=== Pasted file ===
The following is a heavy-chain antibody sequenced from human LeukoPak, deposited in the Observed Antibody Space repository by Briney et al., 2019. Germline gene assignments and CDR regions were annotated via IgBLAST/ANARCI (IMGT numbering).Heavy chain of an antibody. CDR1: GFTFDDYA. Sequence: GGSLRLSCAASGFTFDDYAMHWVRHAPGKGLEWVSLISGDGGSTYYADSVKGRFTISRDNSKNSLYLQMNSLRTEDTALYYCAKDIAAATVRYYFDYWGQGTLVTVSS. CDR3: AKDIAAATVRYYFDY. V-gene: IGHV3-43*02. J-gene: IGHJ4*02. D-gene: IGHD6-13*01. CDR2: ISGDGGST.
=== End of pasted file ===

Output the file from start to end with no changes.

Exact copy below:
The following is a heavy-chain antibody sequenced from human LeukoPak, deposited in the Observed Antibody Space repository by Briney et al., 2019. Germline gene assignments and CDR regions were annotated via IgBLAST/ANARCI (IMGT numbering).Heavy chain of an antibody. CDR1: GFTFDDYA. Sequence: GGSLRLSCAASGFTFDDYAMHWVRHAPGKGLEWVSLISGDGGSTYYADSVKGRFTISRDNSKNSLYLQMNSLRTEDTALYYCAKDIAAATVRYYFDYWGQGTLVTVSS. CDR3: AKDIAAATVRYYFDY. V-gene: IGHV3-43*02. J-gene: IGHJ4*02. D-gene: IGHD6-13*01. CDR2: ISGDGGST.